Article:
Dermatologists use topical, intralesional and intramuscular corticosteroids every day. Dermatologists also use oral steroids, although their use has decreased with the advent of intravenous immunoglobulin (IVIG), methotrexate, azathioprine, mycophenolate mofetil, narrow band ultraviolet B photherapy boxes and 308-nm excimer laser. Most dermatologists do not prescribe a long course of oral steroids. I can remember a time when oral steroids was the only treatment to save a patient who had pemphigus. I also recall a patient I had inherited from another dermatologist. This patient was an obese, white female who had been on oral steroids for years and eventually got every side effect, including cataracts (which were removed) and avascular necrosis (she had hip replacement and knee replacement surgeries). I tried to shift her to mycophenolate mofetil while tapering the steroids, and she developed aplastic anemia, which I wrote about in the Journal of Dermatological Treatment in 2007.1 I tried dapsone and she got dapsone hypersensitivity syndrome. Then, I put her on IVIG and her pemphigus became quiescent. Treatment of complex dermatological conditions is neither easy or without its therapeutic adventures.
Long-term courses of oral steroids can lead to side effects. The exact rate is unknown. When I searched steroids and avascular necrosis in Lexis, 140 hits surfaced and most involved not malpractice but disability claims. The side effects of oral steroids and even long-term courses of topical steroids are manifold in diseases and infections that they cause. Side effects from topical and intralesional steroids have been implicated less in these diseases and infections, but do occur when used. Most cases involving the use of corticosteroids involved oral steroids. A 6-week taper of topical steroids started at 40 mg to 60 mg followed by decreasing the dose to 20 mg for 2 weeks then 10 mg for a week and then 5 mg for a week (the total cumulative dose being 400 mg or less) does not appear to have resulted in reported litigation. Although, I have heard of successful disability claims arising from short term use of corticosteriods which resulted in osteonecrosis with no claim of medical malpractice. Recent studies have reported the risk of avascular necrosis to be dose related.2,3 See Table 1 for diseases and infections caused by corticosteroids.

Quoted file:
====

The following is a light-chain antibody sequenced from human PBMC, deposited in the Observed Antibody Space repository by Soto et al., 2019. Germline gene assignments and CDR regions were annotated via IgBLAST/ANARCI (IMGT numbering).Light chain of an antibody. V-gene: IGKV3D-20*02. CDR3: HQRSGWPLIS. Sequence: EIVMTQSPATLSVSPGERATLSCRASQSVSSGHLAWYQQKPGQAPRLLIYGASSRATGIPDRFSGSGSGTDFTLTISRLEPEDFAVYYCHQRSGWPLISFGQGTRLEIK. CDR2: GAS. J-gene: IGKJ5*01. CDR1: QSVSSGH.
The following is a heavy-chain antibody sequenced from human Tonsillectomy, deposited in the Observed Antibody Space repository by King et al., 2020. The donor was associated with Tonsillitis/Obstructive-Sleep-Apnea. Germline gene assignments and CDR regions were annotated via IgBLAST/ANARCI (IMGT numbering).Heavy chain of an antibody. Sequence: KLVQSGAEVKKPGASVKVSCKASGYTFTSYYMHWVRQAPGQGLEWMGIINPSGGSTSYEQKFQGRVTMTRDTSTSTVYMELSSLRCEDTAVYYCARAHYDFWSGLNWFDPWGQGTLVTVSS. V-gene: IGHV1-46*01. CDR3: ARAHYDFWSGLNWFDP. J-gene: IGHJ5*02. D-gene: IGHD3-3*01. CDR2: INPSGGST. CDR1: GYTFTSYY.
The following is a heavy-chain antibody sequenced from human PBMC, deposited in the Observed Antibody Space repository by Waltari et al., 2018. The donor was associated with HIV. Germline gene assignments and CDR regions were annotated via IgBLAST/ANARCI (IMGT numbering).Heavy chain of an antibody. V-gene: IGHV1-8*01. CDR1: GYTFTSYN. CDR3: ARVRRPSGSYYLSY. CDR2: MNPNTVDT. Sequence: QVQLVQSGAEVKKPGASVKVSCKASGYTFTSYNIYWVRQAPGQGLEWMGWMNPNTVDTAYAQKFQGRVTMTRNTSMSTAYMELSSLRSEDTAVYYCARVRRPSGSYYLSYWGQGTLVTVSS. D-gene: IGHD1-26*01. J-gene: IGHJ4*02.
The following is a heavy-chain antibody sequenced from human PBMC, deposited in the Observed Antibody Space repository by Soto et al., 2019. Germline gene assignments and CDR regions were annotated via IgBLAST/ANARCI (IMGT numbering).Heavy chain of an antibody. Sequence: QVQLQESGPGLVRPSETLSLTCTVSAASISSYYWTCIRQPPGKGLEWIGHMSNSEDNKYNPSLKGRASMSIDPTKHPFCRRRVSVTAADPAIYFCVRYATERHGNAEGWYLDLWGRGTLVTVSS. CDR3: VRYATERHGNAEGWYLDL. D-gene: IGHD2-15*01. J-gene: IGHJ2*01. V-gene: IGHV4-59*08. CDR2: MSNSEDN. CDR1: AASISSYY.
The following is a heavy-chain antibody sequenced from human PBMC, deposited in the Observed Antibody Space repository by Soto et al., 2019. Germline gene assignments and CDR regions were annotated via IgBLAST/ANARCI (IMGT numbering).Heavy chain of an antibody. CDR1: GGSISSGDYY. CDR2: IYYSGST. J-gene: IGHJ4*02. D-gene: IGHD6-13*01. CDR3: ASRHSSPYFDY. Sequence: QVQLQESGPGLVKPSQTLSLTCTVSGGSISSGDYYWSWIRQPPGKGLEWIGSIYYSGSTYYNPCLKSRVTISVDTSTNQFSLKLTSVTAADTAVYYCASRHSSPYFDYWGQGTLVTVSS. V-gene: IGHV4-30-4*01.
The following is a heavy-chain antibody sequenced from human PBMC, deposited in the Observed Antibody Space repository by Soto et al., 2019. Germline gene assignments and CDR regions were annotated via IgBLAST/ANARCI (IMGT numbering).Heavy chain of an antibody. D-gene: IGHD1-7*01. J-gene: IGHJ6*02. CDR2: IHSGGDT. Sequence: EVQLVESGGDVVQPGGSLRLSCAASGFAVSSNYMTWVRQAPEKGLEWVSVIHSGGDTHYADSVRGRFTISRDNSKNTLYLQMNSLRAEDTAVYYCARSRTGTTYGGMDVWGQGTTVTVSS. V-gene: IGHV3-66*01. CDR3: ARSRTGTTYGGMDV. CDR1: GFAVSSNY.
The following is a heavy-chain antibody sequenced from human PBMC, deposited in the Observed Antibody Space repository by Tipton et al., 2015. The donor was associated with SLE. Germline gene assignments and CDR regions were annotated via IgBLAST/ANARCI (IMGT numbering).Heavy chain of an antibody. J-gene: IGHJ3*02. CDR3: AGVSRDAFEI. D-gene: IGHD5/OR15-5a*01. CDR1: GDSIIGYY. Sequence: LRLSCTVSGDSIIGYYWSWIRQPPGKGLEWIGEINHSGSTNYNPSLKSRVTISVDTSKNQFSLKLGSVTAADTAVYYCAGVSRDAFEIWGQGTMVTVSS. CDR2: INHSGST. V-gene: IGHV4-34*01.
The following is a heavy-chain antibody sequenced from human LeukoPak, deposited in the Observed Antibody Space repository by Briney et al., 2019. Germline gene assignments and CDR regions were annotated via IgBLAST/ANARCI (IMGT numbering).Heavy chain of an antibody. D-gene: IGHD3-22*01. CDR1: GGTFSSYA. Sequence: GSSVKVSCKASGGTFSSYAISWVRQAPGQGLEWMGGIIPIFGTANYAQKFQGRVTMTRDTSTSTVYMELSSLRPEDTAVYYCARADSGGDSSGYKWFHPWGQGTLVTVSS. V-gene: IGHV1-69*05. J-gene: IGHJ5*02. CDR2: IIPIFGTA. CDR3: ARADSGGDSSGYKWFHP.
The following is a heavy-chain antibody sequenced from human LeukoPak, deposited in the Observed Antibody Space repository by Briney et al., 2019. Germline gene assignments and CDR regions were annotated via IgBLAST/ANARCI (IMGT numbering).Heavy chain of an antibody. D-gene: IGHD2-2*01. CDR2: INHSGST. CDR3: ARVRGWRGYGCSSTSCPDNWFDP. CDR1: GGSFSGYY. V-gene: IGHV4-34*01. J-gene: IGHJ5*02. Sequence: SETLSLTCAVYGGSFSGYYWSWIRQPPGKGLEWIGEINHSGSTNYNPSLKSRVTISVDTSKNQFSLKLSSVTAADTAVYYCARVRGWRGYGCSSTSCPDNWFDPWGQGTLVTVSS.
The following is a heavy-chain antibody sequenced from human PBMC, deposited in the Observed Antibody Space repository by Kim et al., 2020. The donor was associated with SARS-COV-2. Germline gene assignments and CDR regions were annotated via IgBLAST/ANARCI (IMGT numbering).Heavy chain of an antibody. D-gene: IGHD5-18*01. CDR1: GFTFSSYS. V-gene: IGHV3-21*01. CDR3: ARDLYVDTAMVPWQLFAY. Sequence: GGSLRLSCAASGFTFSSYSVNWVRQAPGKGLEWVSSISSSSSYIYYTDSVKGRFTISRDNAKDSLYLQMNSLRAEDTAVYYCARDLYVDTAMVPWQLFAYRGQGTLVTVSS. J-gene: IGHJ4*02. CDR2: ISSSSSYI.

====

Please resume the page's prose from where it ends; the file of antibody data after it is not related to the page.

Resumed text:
Because corticosteroids are the standard treatment and treatment can be chronic, failure to monitor their use over the long-term can lead to a lawsuit when untoward side effects result. Thus, in one instance, a patient who had used oral steroids for 9 years and developed glaucoma sued the internist for failing to monitor him. Although the jury found the internist negligent in filling prescriptions without seeing the patient and writing prescriptions for amounts exceeding what the patient needed, it also found that the patient’s use of doses far beyond what had been prescribed and his failure to come to office visits were intervening causes that made the physician not liable.4
The take-home lesson is simple: do not give out refills of a Class 1 topical corticosteroid. If the condition is chronic, do patch testing, phototherapy or give the patient triamcinolone, even if the patient argues and says that nothing but a Class 1 steroid works.
Using the Westlaw database from March 1996 to November 2008, Nash3 et al compiled data on conditions treated, litigation claims and complications. Data were complied on the demographics of the defendant, plaintiff, expert witness specialty, allegation, complication, indication for steroid use, verdict and judgment. There were a variety of conditions for which steroids were prescribed (Table 2).3
The study found 83 cases that resulted in judgments. Of the 83 cases, 10 cases (12%) were brought against dermatologists as at least one of the defendants and represented the most common specialty named in a lawsuit; 49 cases (59%) were found for the defendant; 24 cases (29%) were found for the plaintiff and 10 cases (12%) settled out of court. The monetary awards ranged from $25,000 to $8.1 million, with an average of $1.15 million. One case involved psoriasis and resulted in skin changes and lost wages. Other cases included a skin condition (unspecified) that resulted in visual changes; a skin infection that resulted from oral steroid use; intralesional and oral steroid use for alopecia that resulted in cataracts; a rash and anaphylaxis treated with oral steroids that resulted in avascular necrosis and one case of urticaria treated with oral steroids resulted in avascular necrosis.3